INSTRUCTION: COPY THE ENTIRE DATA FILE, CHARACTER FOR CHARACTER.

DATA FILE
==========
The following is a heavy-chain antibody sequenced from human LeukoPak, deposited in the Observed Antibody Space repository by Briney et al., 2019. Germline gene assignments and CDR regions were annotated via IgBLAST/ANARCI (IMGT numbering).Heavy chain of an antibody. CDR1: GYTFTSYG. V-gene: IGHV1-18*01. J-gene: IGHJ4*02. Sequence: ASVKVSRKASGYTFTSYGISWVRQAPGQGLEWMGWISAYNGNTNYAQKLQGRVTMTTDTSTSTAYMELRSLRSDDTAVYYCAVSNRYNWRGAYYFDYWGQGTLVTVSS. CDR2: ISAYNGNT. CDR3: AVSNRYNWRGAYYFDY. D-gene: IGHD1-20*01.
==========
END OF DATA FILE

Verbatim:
The following is a heavy-chain antibody sequenced from human LeukoPak, deposited in the Observed Antibody Space repository by Briney et al., 2019. Germline gene assignments and CDR regions were annotated via IgBLAST/ANARCI (IMGT numbering).Heavy chain of an antibody. CDR1: GYTFTSYG. V-gene: IGHV1-18*01. J-gene: IGHJ4*02. Sequence: ASVKVSRKASGYTFTSYGISWVRQAPGQGLEWMGWISAYNGNTNYAQKLQGRVTMTTDTSTSTAYMELRSLRSDDTAVYYCAVSNRYNWRGAYYFDYWGQGTLVTVSS. CDR2: ISAYNGNT. CDR3: AVSNRYNWRGAYYFDY. D-gene: IGHD1-20*01.